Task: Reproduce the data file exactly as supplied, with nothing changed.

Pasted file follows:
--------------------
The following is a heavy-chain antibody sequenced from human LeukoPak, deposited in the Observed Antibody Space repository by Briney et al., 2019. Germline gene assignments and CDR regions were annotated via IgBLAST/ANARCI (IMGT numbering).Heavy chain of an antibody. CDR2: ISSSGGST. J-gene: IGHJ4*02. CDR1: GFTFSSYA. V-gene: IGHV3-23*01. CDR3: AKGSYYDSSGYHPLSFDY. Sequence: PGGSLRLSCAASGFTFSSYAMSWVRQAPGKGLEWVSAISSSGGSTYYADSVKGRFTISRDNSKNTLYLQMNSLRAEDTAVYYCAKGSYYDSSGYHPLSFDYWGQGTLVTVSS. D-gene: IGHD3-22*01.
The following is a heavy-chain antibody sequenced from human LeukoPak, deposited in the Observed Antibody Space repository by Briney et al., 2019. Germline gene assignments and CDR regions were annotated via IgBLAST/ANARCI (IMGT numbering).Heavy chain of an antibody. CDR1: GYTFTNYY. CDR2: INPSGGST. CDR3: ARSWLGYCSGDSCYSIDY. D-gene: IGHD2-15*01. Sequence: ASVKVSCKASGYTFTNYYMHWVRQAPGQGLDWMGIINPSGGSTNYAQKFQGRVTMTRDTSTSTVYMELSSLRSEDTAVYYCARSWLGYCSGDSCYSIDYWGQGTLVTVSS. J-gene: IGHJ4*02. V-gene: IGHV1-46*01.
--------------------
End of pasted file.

The following is a heavy-chain antibody sequenced from human LeukoPak, deposited in the Observed Antibody Space repository by Briney et al., 2019. Germline gene assignments and CDR regions were annotated via IgBLAST/ANARCI (IMGT numbering).Heavy chain of an antibody. CDR2: ISSSGGST. J-gene: IGHJ4*02. CDR1: GFTFSSYA. V-gene: IGHV3-23*01. CDR3: AKGSYYDSSGYHPLSFDY. Sequence: PGGSLRLSCAASGFTFSSYAMSWVRQAPGKGLEWVSAISSSGGSTYYADSVKGRFTISRDNSKNTLYLQMNSLRAEDTAVYYCAKGSYYDSSGYHPLSFDYWGQGTLVTVSS. D-gene: IGHD3-22*01.
The following is a heavy-chain antibody sequenced from human LeukoPak, deposited in the Observed Antibody Space repository by Briney et al., 2019. Germline gene assignments and CDR regions were annotated via IgBLAST/ANARCI (IMGT numbering).Heavy chain of an antibody. CDR1: GYTFTNYY. CDR2: INPSGGST. CDR3: ARSWLGYCSGDSCYSIDY. D-gene: IGHD2-15*01. Sequence: ASVKVSCKASGYTFTNYYMHWVRQAPGQGLDWMGIINPSGGSTNYAQKFQGRVTMTRDTSTSTVYMELSSLRSEDTAVYYCARSWLGYCSGDSCYSIDYWGQGTLVTVSS. J-gene: IGHJ4*02. V-gene: IGHV1-46*01.